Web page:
The constitutional protection against compelled publication does not disappear when we move from print to the internet, or from a news outlet to a website that invites users to post their own opinions. As Justice Brett Kavanaugh noted when he was a judge on the U.S. Court of Appeals for the D.C. Circuit, “the Government may not…tell Twitter or YouTube what videos to post” or “tell Facebook or Google what content to favor.”
Yet that is what H.B. 20 purports to do. The law says “social media platforms” with more than 50 million active monthly users in the U.S. may not “censor” content based on the “viewpoint” it expresses. That edict covers any effort to “block, ban, remove, deplatform, demonetize, de-boost, restrict, deny equal access or visibility to, or otherwise discriminate against expression.”
H.B. 20 makes a few exceptions, including “expression that directly incites criminal activity” and “specific threats of violence” that target people based on their membership in certain protected categories. But otherwise the rule’s reach is vast: As two trade organizations note in a federal lawsuit they filed last week, H.B. 20 “would unconstitutionally require platforms like YouTube and Facebook to disseminate, for example, pro-Nazi speech, terrorist propaganda, foreign government disinformation, and medical misinformation.””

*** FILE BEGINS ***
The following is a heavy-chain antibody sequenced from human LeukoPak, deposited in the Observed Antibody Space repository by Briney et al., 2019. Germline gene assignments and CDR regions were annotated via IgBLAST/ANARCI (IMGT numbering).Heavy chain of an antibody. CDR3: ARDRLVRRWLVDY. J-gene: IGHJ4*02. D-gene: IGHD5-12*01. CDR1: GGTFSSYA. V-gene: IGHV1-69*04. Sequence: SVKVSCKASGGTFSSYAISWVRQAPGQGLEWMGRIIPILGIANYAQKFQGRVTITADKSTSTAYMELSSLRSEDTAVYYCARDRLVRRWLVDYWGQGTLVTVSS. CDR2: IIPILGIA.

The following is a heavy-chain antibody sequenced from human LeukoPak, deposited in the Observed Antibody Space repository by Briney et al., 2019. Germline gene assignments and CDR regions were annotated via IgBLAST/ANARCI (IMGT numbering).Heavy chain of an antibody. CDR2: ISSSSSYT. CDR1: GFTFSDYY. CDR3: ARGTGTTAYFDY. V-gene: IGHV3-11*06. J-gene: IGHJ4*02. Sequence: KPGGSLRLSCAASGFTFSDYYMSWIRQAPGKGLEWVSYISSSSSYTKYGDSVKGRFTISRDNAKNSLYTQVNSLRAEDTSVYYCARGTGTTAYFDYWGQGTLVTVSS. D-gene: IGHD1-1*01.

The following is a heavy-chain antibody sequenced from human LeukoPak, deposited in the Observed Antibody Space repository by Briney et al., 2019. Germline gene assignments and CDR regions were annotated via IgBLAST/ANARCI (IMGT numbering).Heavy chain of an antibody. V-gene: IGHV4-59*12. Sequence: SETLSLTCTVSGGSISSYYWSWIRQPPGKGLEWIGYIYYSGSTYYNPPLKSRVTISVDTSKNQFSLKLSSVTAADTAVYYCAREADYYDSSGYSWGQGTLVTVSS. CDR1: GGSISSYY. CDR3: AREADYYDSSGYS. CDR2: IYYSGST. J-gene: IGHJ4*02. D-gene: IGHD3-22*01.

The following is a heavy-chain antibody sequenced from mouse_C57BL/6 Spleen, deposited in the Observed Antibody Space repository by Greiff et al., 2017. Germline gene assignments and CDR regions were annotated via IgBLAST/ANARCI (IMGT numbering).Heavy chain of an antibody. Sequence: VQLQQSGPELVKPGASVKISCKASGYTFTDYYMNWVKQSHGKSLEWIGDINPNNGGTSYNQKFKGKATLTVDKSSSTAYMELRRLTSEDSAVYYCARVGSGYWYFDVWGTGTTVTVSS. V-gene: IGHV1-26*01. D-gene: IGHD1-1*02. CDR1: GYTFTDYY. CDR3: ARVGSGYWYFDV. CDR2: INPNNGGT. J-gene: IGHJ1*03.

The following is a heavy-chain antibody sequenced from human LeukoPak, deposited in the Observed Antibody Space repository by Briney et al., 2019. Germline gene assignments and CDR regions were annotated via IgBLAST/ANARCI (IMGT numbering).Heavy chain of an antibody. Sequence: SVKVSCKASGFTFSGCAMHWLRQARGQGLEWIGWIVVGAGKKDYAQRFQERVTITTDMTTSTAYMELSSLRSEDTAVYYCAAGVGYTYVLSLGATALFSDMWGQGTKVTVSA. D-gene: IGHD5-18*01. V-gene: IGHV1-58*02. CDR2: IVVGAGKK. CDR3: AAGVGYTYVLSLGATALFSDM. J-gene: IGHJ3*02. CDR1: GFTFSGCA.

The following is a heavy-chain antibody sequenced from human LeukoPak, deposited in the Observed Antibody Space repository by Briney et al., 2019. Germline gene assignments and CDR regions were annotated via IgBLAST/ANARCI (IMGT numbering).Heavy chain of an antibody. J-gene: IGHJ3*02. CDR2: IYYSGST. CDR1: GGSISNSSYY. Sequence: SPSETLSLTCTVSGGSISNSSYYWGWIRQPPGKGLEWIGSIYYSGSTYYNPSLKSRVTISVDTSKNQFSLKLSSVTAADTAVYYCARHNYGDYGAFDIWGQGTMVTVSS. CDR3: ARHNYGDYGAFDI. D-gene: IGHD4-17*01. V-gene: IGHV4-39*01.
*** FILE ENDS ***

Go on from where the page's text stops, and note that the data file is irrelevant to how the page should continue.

“It’s also not clear whether Abbott can use disaster funds to pay for the wall under Texas state law. He declared a disaster for 34 counties in the state last month due to a recent increase in unauthorized immigration at the border, freeing up resources to deal with the problem and allowing him to suspend state laws and regulations that would impede any solutions.”
“the current levels of unauthorized immigration might not truly constitute a “disaster.” While officials reported that the number of migrant apprehensions at the border in May was nearly eight times the total in the same month last year, that doesn’t necessarily mean the actual number of migrants trying to cross the border is higher.
Those numbers don’t account for the fact that there has been a surge in adults who have been caught trying to cross the border multiple times due to policies enacted during the pandemic. In 2020, 26 percent of migrants apprehended by Border Patrol had been caught more than once, compared to 7 percent the previous year.”
““A governor should not be able to circumvent the legislative process by declaring such matters to be emergencies and then implementing whatever measures he wishes,” state Rep. John Turner (D-Dallas), told the Texas Tribune. “If a governor can commence such a long-term, multi-hundred-million-dollar public works project under the cover of emergency powers, it is difficult to know what the limits of those powers are.””
“Abbott’s plans to arrest migrants at the border on various criminal charges, including trespassing and vandalism, would also likely face legal challenges if implemented.
Abbott has threatened to put such migrants “in jail for a long time,” but legal precedent isn’t on his side: The Supreme Court prevented Arizona Republicans in 2012 from similarly arresting migrants on trespassing charges, on the basis that states cannot enforce immigration law. It’s possible, however, that the 2012 ruling could be overturned with several new Trump-appointed justices on the Court.”
“Abbott and the Texas GOP’s embrace of a border wall seems to be part of their strategy for the 2022 midterm elections. Abbott is also up for reelection in 2022, but some have also suggested he could be setting up a run for president in 2024.